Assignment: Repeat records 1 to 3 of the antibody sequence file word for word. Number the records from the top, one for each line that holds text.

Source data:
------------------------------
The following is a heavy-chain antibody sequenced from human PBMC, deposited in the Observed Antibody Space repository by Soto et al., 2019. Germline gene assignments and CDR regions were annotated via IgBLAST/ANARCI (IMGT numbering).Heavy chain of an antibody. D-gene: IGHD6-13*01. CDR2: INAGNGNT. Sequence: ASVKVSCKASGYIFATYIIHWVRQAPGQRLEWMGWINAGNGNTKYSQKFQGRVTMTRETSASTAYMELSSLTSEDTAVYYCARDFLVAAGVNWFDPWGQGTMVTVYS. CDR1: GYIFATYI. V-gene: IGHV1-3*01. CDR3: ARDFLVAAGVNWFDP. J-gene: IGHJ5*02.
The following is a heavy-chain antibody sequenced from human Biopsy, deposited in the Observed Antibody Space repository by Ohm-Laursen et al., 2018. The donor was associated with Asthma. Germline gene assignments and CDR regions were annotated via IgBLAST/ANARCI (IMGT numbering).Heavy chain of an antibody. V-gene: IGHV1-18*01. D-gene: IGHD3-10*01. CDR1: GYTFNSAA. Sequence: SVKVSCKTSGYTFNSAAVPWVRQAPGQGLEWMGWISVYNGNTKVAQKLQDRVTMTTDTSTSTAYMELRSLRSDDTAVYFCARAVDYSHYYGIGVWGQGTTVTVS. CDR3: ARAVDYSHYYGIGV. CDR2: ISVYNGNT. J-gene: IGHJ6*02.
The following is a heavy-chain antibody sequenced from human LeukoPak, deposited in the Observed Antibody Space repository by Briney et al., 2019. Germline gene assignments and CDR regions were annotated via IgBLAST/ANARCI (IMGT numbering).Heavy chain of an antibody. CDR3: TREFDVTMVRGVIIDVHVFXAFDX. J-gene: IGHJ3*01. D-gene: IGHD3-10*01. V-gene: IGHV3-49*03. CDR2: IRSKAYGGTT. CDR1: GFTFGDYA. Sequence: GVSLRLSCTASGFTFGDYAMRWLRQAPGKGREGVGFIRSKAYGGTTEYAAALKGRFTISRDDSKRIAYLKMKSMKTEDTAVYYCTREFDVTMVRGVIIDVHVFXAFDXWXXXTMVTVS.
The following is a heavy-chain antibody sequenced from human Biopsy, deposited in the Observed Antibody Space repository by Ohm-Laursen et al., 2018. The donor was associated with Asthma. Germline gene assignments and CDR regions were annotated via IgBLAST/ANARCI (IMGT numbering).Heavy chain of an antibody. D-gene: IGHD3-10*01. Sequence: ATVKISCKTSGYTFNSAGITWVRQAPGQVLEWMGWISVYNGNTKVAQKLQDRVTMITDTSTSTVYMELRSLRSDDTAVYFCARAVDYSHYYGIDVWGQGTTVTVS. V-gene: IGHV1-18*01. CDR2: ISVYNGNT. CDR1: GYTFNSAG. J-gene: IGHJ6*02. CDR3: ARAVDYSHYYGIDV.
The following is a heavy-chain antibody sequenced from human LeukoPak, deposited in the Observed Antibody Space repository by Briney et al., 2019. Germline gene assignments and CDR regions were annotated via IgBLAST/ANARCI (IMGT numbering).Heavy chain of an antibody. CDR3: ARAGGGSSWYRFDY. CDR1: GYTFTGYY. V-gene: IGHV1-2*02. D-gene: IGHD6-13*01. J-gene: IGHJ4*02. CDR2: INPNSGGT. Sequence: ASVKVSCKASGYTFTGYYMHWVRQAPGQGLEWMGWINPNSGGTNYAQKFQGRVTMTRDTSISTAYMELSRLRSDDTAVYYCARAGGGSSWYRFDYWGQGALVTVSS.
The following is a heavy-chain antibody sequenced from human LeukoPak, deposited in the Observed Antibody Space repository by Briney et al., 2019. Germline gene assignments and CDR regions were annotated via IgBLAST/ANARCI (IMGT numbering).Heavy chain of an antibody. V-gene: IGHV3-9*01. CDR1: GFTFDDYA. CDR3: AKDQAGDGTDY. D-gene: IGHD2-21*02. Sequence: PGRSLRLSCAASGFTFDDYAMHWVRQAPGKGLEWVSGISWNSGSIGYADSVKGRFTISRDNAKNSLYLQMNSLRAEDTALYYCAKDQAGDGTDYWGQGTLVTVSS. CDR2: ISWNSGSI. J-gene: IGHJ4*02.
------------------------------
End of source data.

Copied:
The following is a heavy-chain antibody sequenced from human PBMC, deposited in the Observed Antibody Space repository by Soto et al., 2019. Germline gene assignments and CDR regions were annotated via IgBLAST/ANARCI (IMGT numbering).Heavy chain of an antibody. D-gene: IGHD6-13*01. CDR2: INAGNGNT. Sequence: ASVKVSCKASGYIFATYIIHWVRQAPGQRLEWMGWINAGNGNTKYSQKFQGRVTMTRETSASTAYMELSSLTSEDTAVYYCARDFLVAAGVNWFDPWGQGTMVTVYS. CDR1: GYIFATYI. V-gene: IGHV1-3*01. CDR3: ARDFLVAAGVNWFDP. J-gene: IGHJ5*02.
The following is a heavy-chain antibody sequenced from human Biopsy, deposited in the Observed Antibody Space repository by Ohm-Laursen et al., 2018. The donor was associated with Asthma. Germline gene assignments and CDR regions were annotated via IgBLAST/ANARCI (IMGT numbering).Heavy chain of an antibody. V-gene: IGHV1-18*01. D-gene: IGHD3-10*01. CDR1: GYTFNSAA. Sequence: SVKVSCKTSGYTFNSAAVPWVRQAPGQGLEWMGWISVYNGNTKVAQKLQDRVTMTTDTSTSTAYMELRSLRSDDTAVYFCARAVDYSHYYGIGVWGQGTTVTVS. CDR3: ARAVDYSHYYGIGV. CDR2: ISVYNGNT. J-gene: IGHJ6*02.
The following is a heavy-chain antibody sequenced from human LeukoPak, deposited in the Observed Antibody Space repository by Briney et al., 2019. Germline gene assignments and CDR regions were annotated via IgBLAST/ANARCI (IMGT numbering).Heavy chain of an antibody. CDR3: TREFDVTMVRGVIIDVHVFXAFDX. J-gene: IGHJ3*01. D-gene: IGHD3-10*01. V-gene: IGHV3-49*03. CDR2: IRSKAYGGTT. CDR1: GFTFGDYA. Sequence: GVSLRLSCTASGFTFGDYAMRWLRQAPGKGREGVGFIRSKAYGGTTEYAAALKGRFTISRDDSKRIAYLKMKSMKTEDTAVYYCTREFDVTMVRGVIIDVHVFXAFDXWXXXTMVTVS.